Persons with low socioeconomic status and nonwhite persons in the United States have high rates of cardiovascular disease. The use of combination pills (also called "polypills") containing low doses of medications with proven benefits for the prevention of cardiovascular disease may be beneficial in such persons. However, few data are available regarding the use of polypill therapy in underserved communities in the United States, in which adherence to guideline-based care is generally low. METHODS: We conducted a randomized, controlled trial involving adults without cardiovascular disease. Participants were assigned to the polypill group or the usual-care group at a federally qualified community health center in Alabama. Components of the polypill were atorvastatin (at a dose of 10 mg), amlodipine (2.5 mg), losartan (25 mg), and hydrochlorothiazide (12.5 mg). The two primary outcomes were the changes from baseline in systolic blood pressure and low-density lipoprotein (LDL) cholesterol level at 12 months. RESULTS: The trial enrolled 303 adults, of whom 96% were black. Three quarters of the participants had an annual income below $15,000. The mean estimated 10-year cardiovascular risk was 12.7%, the baseline blood pressure was 140/83 mm Hg, and the baseline LDL cholesterol level was 113 mg per deciliter. The monthly cost of the polypill was $26. At 12 months, adherence to the polypill regimen, as assessed on the basis of pill counts, was 86%. The mean systolic blood pressure decreased by 9 mm Hg in the polypill group, as compared with 2 mm Hg in the usual-care group (difference, -7 mm Hg; 95% confidence interval [CI], -12 to -2; P = 0.003). The mean LDL cholesterol level decreased by 15 mg per deciliter in the polypill group, as compared with 4 mg per deciliter in the usual-care group (difference, -11 mg per deciliter; 95% CI, -18 to -5; P<0.001). CONCLUSIONS: A polypill-based strategy led to greater reductions in systolic blood pressure and LDL cholesterol level than were observed with usual care in a socioeconomically vulnerable minority population.

Attia ZI, Noseworthy PA, Lopez-Jimenez F, et al. An artificial intelligence-enabled ECG algorithm for the identification of patients with atrial fibrillation during sinus rhythm: a retrospective analysis of outcome prediction. Lancet 2019;394(10201):861-67. doi: 10.1016/S0140-6736(19)31721-0 [published Online First: 2019/08/06]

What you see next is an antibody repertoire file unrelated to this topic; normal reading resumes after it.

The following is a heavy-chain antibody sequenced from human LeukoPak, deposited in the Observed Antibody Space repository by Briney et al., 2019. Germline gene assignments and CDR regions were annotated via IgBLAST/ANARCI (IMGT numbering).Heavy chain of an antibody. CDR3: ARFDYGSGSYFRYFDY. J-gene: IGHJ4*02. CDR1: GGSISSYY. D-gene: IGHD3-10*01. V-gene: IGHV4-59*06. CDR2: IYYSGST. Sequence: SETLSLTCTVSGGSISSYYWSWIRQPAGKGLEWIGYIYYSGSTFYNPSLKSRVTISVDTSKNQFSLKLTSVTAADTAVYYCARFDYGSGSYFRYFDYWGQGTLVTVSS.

Atrial fibrillation is frequently asymptomatic and thus underdetected but is associated with stroke, heart failure, and death. Existing screening methods require prolonged monitoring and are limited by cost and low yield. We aimed to develop a rapid, inexpensive, point-of-care means of identifying patients with atrial fibrillation using machine learning. METHODS: We developed an artificial intelligence (AI)-enabled electrocardiograph (ECG) using a convolutional neural network to detect the electrocardiographic signature of atrial fibrillation present during normal sinus rhythm using standard 10-second, 12-lead ECGs. We included all patients aged 18 years or older with at least one digital, normal sinus rhythm, standard 10-second, 12-lead ECG acquired in the supine position at the Mayo Clinic ECG laboratory between Dec 31, 1993, and July 21, 2017, with rhythm labels validated by trained personnel under cardiologist supervision. We classified patients with at least one ECG with a rhythm of atrial fibrillation or atrial flutter as positive for atrial fibrillation. We allocated ECGs to the training, internal validation, and testing datasets in a 7:1:2 ratio. We calculated the area under the curve (AUC) of the receiver operatoring characteristic curve for the internal validation dataset to select a probability threshold, which we applied to the testing dataset. We evaluated model performance on the testing dataset by calculating the AUC and the accuracy, sensitivity, specificity, and F1 score with two-sided 95% CIs. FINDINGS: We included 180 922 patients with 649 931 normal sinus rhythm ECGs for analysis: 454 789 ECGs recorded from 126 526 patients in the training dataset, 64 340 ECGs from 18 116 patients in the internal validation dataset, and 130 802 ECGs from 36 280 patients in the testing dataset. 3051 (8.4%) patients in the testing dataset had verified atrial fibrillation before the normal sinus rhythm ECG tested by the model. A single AI-enabled ECG identified atrial fibrillation with an AUC of 0.87 (95% CI 0.86-0.88), sensitivity of 79.0% (77.5-80.4), specificity of 79.5% (79.0-79.9), F1 score of 39.2% (38.1-40.3), and overall accuracy of 79.4% (79.0-79.9). Including all ECGs acquired during the first month of each patient's window of interest (ie, the study start date or 31 days before the first recorded atrial fibrillation ECG) increased the AUC to 0.90 (0.90-0.91), sensitivity to 82.3% (80.9-83.6), specificity to 83.4% (83.0-83.8), F1 score to 45.4% (44.2-46.5), and overall accuracy to 83.3% (83.0-83.7). INTERPRETATION: An AI-enabled ECG acquired during normal sinus rhythm permits identification at point of care of individuals with atrial fibrillation.